76% of employers not satisfied with the quality of Pakistani graduates, new survey
A recent survey carried out by the Career Advisory and Assessment Services has brought forth the industry’s opinion on the quality of graduates Pakistani universities are producing. 76.61% of employers are not happy with the quality of Pakistani graduates. Interestingly enough, 94.74% of the employers think that due to lack of any career advisory services Pakistani students often end up studying courses that don’t match their personalities.
The survey was conducted with 159 national and multi-national companies from across Pakistan and its main aim was to understand what factors employers consider while hiring fresh graduates.
Speaking on the importance of the survey, Moazzam Shahbaz, Founder & CEO Career Advisory and Assessment Services, said that it would be helpful for all involved parties to understand why the bridge between the industry and the academia exists. More importantly, they can focus on policies, amendments, and the teaching methodologies that need to be set in motion to bridge the gap.
According to the statistics gathered from the survey, 70.18% of the recruiters do not consider grades while recruiting candidates. While interviewing a candidate they notice relevant qualifications (86.55%), personal development (79.53%), and soft skills (74.27%).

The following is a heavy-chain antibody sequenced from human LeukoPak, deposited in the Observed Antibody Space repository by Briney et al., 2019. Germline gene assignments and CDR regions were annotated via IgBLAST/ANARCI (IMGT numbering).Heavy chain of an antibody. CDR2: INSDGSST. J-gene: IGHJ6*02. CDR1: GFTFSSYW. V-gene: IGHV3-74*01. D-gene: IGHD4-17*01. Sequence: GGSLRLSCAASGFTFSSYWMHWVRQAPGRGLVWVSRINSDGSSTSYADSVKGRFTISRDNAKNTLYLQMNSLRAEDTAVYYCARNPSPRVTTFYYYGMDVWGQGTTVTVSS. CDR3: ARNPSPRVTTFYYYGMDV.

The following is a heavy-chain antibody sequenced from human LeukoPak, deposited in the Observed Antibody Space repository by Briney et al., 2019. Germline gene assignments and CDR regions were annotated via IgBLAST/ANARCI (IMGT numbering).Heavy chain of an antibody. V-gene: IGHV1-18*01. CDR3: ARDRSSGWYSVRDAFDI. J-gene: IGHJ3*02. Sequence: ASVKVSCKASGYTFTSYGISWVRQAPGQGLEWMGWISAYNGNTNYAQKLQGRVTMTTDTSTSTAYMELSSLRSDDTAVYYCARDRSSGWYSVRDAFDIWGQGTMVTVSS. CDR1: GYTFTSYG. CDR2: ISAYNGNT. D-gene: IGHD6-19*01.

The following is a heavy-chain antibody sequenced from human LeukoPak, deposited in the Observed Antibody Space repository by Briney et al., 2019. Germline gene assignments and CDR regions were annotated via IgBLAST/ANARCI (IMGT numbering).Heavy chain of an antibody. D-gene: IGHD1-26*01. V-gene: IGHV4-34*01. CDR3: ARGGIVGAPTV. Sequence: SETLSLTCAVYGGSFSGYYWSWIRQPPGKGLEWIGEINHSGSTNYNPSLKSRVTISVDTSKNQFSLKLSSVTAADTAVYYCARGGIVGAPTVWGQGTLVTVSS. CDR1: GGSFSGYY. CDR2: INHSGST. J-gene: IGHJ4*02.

The survey also highlighted the top soft skills recruiters look for in a candidate. These include verbal communication (83.63%), positive attitude (71.93%), teamwork (64.91%), critical thinking (59.06%), self confidence (59.06%), written communication (57.31%), drive and flexibility (57.31%), stress tolerance (47.37%), adaptability (46.20%), time management (45.61%), self-awareness (45.03%), planning and organisation (45.03%), and integrity (43.86%).
After the survey came out, education experts seized the opportunity to state that our education system is based on unequal lines. The quality of education in the public and private sector is very different which results in disparity among the students. Such an uneven infrastructure fails to produce graduates that can meet the industry’s constantly increasing needs.
This survey strongly stresses on the academia-industry gap. Universities focus more on their own ranking and getting as many graduates out there as possible. What they forget in this race is the quality of graduates they are sending out to the industry and whether they are up to the mark. This eventually leads to a large number of unemployed youth.
Such surveys are imperative to understand where we stand as a nation and how much work still needs to be done.